The Company has zero tolerance for the Sexual Harassment of Women at Workplace. TheCompany has adopted an Anti-harassment Policy in line with the requirements of the SexualHarassment of Women at Workplace (Prevention Prohibition and Redressal) Act 2013.Internal Complaint Committee are set up to redress complaints received regularly and aremonitored by women line supervisors who directly report to the Chairman & ManagingDirector. All female employees are covered under the policy. There was no complaintreceived from any employee during the financial year 2016-17 and hence no complaint isoutstanding as on March 31 2017 for redressal.

14. PARTICULARS OF LOANS GUARANTEES OR INVESTMENTS MADE UNDER SECTION 186 OF THECOMPANIES ACT 2013

There was no loans guarantees or investments made by the Company under Section 186 ofthe Companies Act 2013 during the year under review and hence the said provision is notapplicable.

15. DETAILS OF SIGNIFICANT & MUTUAL ORDERS PASSED BY THE REGULATORS OR COURTS

There are no significant material orders passed by the Regulators / Courts which wouldimpact the going concern status of the Company and its future operations.

16. COMPANY’S POLICY RELATING TO DIRECTORS APPOINTMENT PAYMENT OF REMUNERATIONAND DISCHARGE OF THEIR DUTIES

The provisions of Section 178(1) relating to constitution of Nomination andRemuneration Committee are applicable to the Company and hence the Company has devisedpolicy relating to appointment of Directors payment of Managerial remuneration Directorsqualifications positive attributes independence of Directors and other related mattersas provided under Section 178(3) of the Companies Act 2013 and for details refer linkwww.suryapalace.com.

17. FORMAL ANNUAL EVALUATION

Pursuant to the provisions of the Companies Act 2013 and Regulation 17(10) of SEBI(LODR) Regulation 2015 a structured questionnaire was prepared after taking intoconsideration the various aspects of the Board’s functioning composition of theBoard and its committees. The Board has carried out an annual performance evaluation ofits own performance the directors individually as well as the evaluation of the workingof its Committees.

18. STATUTORY AUDITORS

M/s V Shah & Associates Chartered Accountants Baroda were appointed as StatutoryAuditors for a period of 3 years in the 29th Annual General Meeting held on 9thSeptember 2014. Pursuant to applicability of Companies Act 2013 the Company had tochange the auditors. Therefore the Company has received a certificate from the Modi &Joshi Chartered Accountant Vadodara to the effect that if members appoint them asauditors of the Company for five years it would be in accordance with the provisions ofSection 141 of the Companies Act 2013.

19. SECRETARIAL AUDIT REPORT

Pursuant to the provisions of Section 204 of the Companies Act 2013 and The Companies(Appointment and Remuneration of Managerial Personnel) Rules 2014 the Company hasappointed Mr. Kashyap Shah a Company Secretary in practiceto undertake the SecretarialAudit of the Company. The Secretarial Audit Reportis furnished in Annexure 1 (Form No.MR-3).

20. EXPLANATION OR COMMENTS ON QUALIFICATIONS RESERVATIONS OR ADVERSE REMARKS ORDISCLAIMERS MADE BY

THE AUDITORS AND THE PRACTICING COMPANY SECRETARY IN THEIR REPORTS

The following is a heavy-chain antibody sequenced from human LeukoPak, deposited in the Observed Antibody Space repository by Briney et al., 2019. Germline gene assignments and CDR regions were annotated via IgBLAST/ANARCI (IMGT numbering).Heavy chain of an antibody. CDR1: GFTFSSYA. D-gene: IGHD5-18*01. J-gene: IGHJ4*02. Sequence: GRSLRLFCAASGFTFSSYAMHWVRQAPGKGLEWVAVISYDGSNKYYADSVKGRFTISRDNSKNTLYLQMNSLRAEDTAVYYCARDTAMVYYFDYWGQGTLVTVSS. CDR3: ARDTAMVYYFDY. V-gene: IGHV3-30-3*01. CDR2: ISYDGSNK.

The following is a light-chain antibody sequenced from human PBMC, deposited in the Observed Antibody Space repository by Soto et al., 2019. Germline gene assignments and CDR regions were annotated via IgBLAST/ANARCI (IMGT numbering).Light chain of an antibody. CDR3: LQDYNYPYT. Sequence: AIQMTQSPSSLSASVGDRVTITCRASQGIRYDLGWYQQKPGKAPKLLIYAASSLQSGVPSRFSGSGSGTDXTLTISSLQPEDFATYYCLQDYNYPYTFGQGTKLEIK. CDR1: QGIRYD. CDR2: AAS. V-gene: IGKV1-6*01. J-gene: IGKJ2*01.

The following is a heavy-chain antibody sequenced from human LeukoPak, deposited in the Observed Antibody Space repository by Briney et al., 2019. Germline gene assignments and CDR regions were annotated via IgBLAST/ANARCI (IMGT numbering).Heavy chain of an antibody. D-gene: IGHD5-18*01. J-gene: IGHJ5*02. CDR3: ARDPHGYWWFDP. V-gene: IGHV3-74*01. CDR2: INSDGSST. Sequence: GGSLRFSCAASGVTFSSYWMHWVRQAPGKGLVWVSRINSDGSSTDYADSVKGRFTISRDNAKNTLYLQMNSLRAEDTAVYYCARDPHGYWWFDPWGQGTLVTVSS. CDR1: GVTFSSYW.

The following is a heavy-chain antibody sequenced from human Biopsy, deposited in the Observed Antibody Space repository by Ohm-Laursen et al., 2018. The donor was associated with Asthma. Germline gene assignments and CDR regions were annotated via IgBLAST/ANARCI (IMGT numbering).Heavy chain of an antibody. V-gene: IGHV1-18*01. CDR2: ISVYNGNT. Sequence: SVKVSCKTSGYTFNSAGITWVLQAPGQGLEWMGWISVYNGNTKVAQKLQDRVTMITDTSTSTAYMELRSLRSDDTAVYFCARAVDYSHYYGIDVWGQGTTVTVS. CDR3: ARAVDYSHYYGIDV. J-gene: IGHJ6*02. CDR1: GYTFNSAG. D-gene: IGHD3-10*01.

There was no qualifications reservations or adverse remarks made by the either by theAuditors or by the Practicing Company Secretary in their respective reports.

21. EXTRACT OF ANNUAL RETURN

The extracts of Annual Return pursuant to the provisions of sub-section (3) Section 92read with Rule 12 of the Companies (Management and administration) Rules 2014 isfurnished in Annexure 2 (Form No. MGT- 9) and is attached to this Report.

22. DISCLOSURE UNDER RULE- 5 OF THE COMPANIES (APPOINTMENT AND REMUNERATOIN) RULES2014

Disclosure required under Section 197 of the Companies Act 2013 read with Rule-5 ofthe Companies (Appointment and remuneration) Rules 2014 have been annexed as Annexure-3.

23. PARTICULARS OF CONTRACTS OR ARRANGEMENTS MADE WITH RELATED PARTIES

The contract or arrangements made with related parties as defined under Section 188 ofthe Companies Act 2013 during the year under review is furnished in Annexure 4 (AOC -2)and is attached to this report. All the RPT are held at arms length price and in OrdinaryCourse of Business and hence approval under Section 188 is not required.

24. CORPORATE GOVERNANCE CERTIFICATE

The Compliance certificate from Practicing Company Secretaries regarding compliance ofconditions of corporate governance as stipulated in Schedule V of the SecuritiesExchange Board of India (Listing Obligation Disclosure Requirement) Regulation 2015 isannexed as Annexure 5 to the report.

25. NUMBER OF BOARD MEETINGS CONDUCTED DURING THE YEAR UNDER REVIEW

The Company had six Board meetings during the financial year under review on17.05.2016; 02.08.2016; 20.09.2016 25.10.2016; 07.02.2017; & 18.03.2017.

26. SUBSIDIARIES JOINT VENTURES AND ASSOCIATE COMPANIES

The Company does not have any Subsidiary Joint venture or Associate Company.

27. INTERNAL CONTROL SYSTEMS & THEIR ADEQUACY

Your Company has in place an adequate system of Internal Controls with documentedprocedures covering all corporate functions and hotel operating unit to ensure that alltransactions are authorized recorded and reported correctly. This ensures promptfinancial reporting optimum utilization of various resources and immediate reporting ofdeviations. Compliance with laws and regulations is also ensured and confirmed and ischecked by the Internal Auditor of the Company.

The reports of the Internal Auditor are reviewed by the Audit Committee. The AuditCommittee also reviews adequacy of internal controls system and procedures insurancecoverage of assets from various risks and steps are taken to manage foreign currencyexposures. The Audit Committee also interacts with Internal Auditors and StatutoryAuditors of the Company to ensure compliance of various observations made during theconduct of audits and adequacy of various controls.

28. DEPOSITS